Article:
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Paying Attention to Group Dynamics

Have you ever had your meeting fall apart because your group just won't say anything or take a risk to say something creative or out of the box? Or perhaps there is one subgroup of people that always objects to the suggestions of another subgroup?

Any time a group of people comes together, group dynamics are at play. Those dynamics can affect your meeting's success. They also can change the way you need to design your meeting -- or the tools you need to choose for doing the task. For example

  • If you are working with a group that has worked well together in the past, you can skip the personal introductions. However, a new group needs to get to know one another before they can get to work, try new ideas, or take risks.
  • If newer teachers' impatience to try new ideas is sparking resistance from veteran teachers who have seen lots of changes come and go, you will need to intervene to help each group be heard and value each other.
  • Does the group regularly let one particular person do all the talking? You will need to choose one of the tools that ensure all the voices are heard and valued. (We will present some appropriate tools in upcoming entries in the Great Meetings series.)

Key Points To Take Away

--- The dynamics in your meeting group can impact its success.
--- You need to identify the particular dynamics in your meeting's group.
--- Design your meeting and choose tools to help the group be successful.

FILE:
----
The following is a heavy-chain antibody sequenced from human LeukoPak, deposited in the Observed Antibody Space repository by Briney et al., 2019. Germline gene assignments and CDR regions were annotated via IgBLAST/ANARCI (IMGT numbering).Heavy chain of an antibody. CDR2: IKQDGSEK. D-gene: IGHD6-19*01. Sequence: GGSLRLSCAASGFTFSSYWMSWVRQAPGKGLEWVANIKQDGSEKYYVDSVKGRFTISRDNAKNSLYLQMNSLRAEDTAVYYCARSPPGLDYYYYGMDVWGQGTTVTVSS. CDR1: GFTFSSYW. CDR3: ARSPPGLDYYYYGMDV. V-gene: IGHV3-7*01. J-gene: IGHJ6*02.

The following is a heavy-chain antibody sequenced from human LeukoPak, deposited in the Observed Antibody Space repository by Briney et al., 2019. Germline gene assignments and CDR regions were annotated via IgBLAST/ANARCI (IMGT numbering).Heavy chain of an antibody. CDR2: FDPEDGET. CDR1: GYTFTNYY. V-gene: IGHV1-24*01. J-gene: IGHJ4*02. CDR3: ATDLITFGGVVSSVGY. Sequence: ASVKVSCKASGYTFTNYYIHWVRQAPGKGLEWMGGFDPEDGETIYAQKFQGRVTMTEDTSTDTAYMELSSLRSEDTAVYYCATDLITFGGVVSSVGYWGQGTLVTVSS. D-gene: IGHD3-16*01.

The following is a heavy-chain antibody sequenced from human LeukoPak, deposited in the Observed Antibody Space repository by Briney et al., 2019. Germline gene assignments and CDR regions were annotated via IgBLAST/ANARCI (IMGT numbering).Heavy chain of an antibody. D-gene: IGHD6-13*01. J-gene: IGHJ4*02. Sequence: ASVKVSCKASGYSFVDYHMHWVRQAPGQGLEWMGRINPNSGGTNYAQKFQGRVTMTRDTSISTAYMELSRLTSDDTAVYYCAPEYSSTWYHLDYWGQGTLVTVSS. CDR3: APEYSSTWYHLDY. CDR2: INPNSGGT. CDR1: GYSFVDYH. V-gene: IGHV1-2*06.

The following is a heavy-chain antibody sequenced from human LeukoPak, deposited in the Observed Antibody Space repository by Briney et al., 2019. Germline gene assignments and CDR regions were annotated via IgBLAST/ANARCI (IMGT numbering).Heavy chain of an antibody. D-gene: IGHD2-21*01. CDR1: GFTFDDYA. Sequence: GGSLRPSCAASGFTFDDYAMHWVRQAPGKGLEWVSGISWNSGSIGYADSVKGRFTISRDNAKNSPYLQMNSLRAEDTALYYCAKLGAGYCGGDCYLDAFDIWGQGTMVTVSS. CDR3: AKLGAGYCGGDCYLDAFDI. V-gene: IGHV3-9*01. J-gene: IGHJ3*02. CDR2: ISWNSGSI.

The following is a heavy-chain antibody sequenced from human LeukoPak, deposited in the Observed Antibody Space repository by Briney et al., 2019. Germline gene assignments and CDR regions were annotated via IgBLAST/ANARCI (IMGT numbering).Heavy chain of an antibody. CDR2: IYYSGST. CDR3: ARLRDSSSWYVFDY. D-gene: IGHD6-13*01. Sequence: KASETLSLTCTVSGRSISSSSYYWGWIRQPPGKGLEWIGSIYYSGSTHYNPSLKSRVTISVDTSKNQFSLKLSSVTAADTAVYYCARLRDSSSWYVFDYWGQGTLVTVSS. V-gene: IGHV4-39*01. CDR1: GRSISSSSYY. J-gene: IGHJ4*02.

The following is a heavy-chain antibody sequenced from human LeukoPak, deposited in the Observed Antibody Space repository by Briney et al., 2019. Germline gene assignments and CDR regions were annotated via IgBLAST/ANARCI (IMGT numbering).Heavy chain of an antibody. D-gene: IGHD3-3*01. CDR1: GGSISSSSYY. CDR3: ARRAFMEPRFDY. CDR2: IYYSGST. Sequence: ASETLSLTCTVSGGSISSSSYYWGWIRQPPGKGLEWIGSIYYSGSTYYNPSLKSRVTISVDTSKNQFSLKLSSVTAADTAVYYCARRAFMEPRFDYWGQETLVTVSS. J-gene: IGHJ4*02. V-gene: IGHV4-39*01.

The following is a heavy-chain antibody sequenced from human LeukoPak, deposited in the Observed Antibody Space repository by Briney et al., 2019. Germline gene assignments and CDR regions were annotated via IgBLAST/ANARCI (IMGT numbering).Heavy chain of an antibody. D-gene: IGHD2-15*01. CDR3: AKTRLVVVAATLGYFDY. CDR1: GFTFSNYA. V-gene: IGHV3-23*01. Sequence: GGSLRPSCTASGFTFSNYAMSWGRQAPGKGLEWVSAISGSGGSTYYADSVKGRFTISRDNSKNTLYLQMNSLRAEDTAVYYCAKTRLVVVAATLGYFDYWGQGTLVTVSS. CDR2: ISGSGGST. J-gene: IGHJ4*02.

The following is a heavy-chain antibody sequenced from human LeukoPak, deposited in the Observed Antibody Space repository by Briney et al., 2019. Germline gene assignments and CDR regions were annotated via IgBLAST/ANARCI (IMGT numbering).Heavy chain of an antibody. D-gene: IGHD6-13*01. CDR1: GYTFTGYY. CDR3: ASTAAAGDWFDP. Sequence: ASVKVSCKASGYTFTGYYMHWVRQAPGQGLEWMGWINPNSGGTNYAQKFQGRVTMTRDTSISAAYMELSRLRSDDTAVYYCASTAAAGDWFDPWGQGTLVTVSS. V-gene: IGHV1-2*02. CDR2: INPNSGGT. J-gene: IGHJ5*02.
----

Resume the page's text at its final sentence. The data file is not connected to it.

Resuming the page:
Even if you know everyone well, take time to think about the impact of the dynamics on your specific meeting. Then, make design changes that will help the group work together more successfully. The following checklist of group dynamic considerations might help you as you plan your next meeting.

  • Are there external forces such as organizational expectations or culture that might impact the group's performance? For example, a budget crisis or a difficult union negotiation might impact the group's ability to work together.
  • What is the history of the group? Have participants been working well together in the past, or have they been struggling?
  • What habits has the group developed? Do they tend to come on time or late? Engage in discussion or hang back?
  • What is the membership of the group? Are there old and new members, sub groups, a changing membership? Are people there by choice, or because they are required to attend?

For more information about the stages of development, order your copy of Great Meetings! Great Results today.

NEXT WEEK IN GREAT MEETINGS: Exploring the stages of group development.

About Great Meetings

Pam Plumb and Dee Kelsey are your facilitators in charge of Education World's Great Meetings series. They are also authors of the popular guide to meeting facilitation, Great Meetings! Great Results. Together, Pam and Dee have more than 40 years' experience facilitating change and training meeting leaders.

Learn more by clicking the links below:

* Read biographies
Learn about Pam and Dee.

* Read a "backgrounder"
What will you learn from this series?

* See the Great Meetings archive
See past articles in the series.

* Visit the Great Meetings Web site
Learn about the book, training workshops Pam and Dee offer, and more.

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